I cannot count the times that someone has come into the shop and asked me to take a look at their .22 caliber pistol. Their problem? Every few rounds their ammo seems to jam inside the gun. It must be the gun, right? In theory yes, but it could be easier than that.
A handgun is made up several parts that include a barrel to direct the bullet, a trigger to cause the gun to fire and a magazine to hold the ammunition until it is needed. The simple magazine (also referred to as a clip) is nothing to fear, but given a strong spring and the very light weight of .22 ammo, you could have a feed problem.
My simple advice is before declaring that your gun is broken, try loading your magazines (especially if they are new) with about half as many rounds as it can hold and leave it for about a week. This may help take some of the tension off and make the “feeding” process less forceful, thereby providing you with a smooth transaction.
The reason I don’t recommend storing magazines filled to capacity is that I don’t want you to weaken your spring either. If you like to keep your magazines loaded, then make it a practice to clear the ammo and reload them, perhaps changing the number of rounds you keep in them.
If you find that loading your magazine is painful, buy a speed loader. These simple devices range from $10 to $40 and can be found in most gun shops or sporting goods stores. Instead of your fingers taking the burden, a plastic piece forces down the spring, reducing the tension so that you can slide the bullet in with ease. There are numerous videos on the internet to assist you if you find it confusing.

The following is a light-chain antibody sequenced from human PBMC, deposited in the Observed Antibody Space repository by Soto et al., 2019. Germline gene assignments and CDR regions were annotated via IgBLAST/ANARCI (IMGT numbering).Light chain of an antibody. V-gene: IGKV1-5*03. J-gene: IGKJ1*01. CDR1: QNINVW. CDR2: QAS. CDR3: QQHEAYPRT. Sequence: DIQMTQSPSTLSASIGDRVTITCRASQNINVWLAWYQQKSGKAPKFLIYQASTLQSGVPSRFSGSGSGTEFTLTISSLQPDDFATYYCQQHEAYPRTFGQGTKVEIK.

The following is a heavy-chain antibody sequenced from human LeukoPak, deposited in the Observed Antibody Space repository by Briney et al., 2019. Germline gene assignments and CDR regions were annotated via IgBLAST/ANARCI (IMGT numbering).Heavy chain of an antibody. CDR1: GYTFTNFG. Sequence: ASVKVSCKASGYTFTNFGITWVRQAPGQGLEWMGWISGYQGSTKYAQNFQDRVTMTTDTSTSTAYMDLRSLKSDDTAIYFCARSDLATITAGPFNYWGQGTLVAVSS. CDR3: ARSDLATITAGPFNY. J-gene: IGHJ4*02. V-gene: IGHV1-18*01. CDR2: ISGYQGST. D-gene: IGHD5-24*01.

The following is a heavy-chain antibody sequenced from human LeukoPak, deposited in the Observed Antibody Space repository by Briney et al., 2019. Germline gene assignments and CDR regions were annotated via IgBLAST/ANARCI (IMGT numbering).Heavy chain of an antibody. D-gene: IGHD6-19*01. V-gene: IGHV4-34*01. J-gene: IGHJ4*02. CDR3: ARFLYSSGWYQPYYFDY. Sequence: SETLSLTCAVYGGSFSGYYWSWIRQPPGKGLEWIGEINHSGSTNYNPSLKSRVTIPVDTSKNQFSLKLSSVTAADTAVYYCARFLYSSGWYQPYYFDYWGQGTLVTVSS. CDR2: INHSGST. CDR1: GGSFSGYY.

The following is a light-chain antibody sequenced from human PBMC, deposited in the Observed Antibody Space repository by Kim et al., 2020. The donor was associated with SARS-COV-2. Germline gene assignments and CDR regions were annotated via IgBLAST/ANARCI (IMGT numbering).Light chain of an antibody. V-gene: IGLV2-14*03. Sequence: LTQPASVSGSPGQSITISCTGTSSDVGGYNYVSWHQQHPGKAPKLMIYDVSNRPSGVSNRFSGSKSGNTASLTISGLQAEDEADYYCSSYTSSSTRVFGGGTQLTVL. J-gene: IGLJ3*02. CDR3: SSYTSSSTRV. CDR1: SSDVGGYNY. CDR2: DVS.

Also remember when you clean your gun that the magazine requires maintenance too. A simple squirt of oil can keep the parts moving and help keep out gunk and debris.
Interested in buying more magazines for your gun? Look for ones made by the gun manufacturer; and if those are not available, check out the after-market products. Growing up my father said, “always buy the best paintbrush you can afford, it will treat you well.” I have found that this applies to magazines too. If you expect it to last and provide you with years of service, make sure you get the best quality available; and don’t make the mistake of not buying additional magazines when you purchase the firearm. More often than not, I hear people complaining that they wished they had bought two or three more magazines when they bought their gun new because now they can’t find them anywhere.
A gun is no good without a working magazine to keep it fed.
Remember, knowledge is power, and I want to give a great big thank you to my fan Dr. Kirk for guiding me toward the idea for this week’s article!
Dorothy Royal is the owner of Surf City Guns and Ammo, mother of two wonderful children, ringmaster of a herd of miniature ponies and an avid member of the Surf City Writers Group and Topsail Book Club.